I learned two invaluable things from watching my mother – you don’t need an office (she used to push papers to the side on our small dining room table and set her typewriter in that small space. With five children, an office was a luxury. Also, she taught me not to take myself too seriously. Ever. I love to think that even, say, JKR or John Grisham could introduce themselves to the check out lady at my grocery store and she would say, “Hi, I”m Erin.”

GREAT ADVICE!   Thanks so much for joining us here Stephanie!

Now for the give away. I have fresh-off-the-press copies of HAPPY BIRTHDAY, SOPHIE HARTLEY and PRINCESS POSEY AND THE FIRST GRADE PARADE. Leave a comment here about your favorite middle-grade author who has sustained a long writing career. You’ll get an extra entry if you tell us why you think his or her books have endured.  Next week the random selector will pick two winners- one for each book. Good luck!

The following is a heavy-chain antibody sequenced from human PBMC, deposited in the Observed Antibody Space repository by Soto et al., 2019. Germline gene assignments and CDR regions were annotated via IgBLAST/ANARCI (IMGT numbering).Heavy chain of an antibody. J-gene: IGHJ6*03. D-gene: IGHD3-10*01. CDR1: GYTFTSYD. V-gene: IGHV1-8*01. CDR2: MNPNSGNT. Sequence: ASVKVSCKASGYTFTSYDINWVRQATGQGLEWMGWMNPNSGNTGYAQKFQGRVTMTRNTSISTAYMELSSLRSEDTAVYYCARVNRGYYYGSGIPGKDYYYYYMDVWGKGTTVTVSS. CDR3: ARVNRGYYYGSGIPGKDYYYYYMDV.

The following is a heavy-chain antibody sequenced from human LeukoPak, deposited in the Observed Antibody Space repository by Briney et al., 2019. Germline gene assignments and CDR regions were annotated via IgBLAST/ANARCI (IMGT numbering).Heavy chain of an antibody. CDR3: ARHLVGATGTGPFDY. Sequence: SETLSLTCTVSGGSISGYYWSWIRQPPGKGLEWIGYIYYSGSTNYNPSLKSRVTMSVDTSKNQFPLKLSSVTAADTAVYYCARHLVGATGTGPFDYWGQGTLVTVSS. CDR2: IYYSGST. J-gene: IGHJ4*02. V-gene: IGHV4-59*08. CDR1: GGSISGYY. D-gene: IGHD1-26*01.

Tami Lewis Brown can usually be found scurrying around Washington D.C. but this summer she’s  become a recluse in rural Vermont, hard at work on her next middle-grade novel… and it’s a mystery. Farrar, Straus & Giroux will publish SOAR, ELINOR!, her MG biography of pilot Elinor Smith this October and her middle-grade novel, THE MAP OF ME, will be out next spring.



  1. Dianne White  •  Jul 2, 2010 @8:49 am

    Great interview. Thanks, Tami and Stephanie!

  2. Ann Jacobus  •  Jul 2, 2010 @9:08 am

    Wonderful interview! Stephanie Greene and all her fabulous characters rule.

  3. Karen Schwartz  •  Jul 2, 2010 @9:10 am

    Very interesting interview. These are the kinds of stories I love to read and write. I’m definitely going to pick up a copy of Happy Birthday Sophie Hartley.

  4. rhapsodyinbooks  •  Jul 2, 2010 @10:40 am

    My favorite middle grade author is Julianna Baggott. I think she has endured because her books are just plain fun!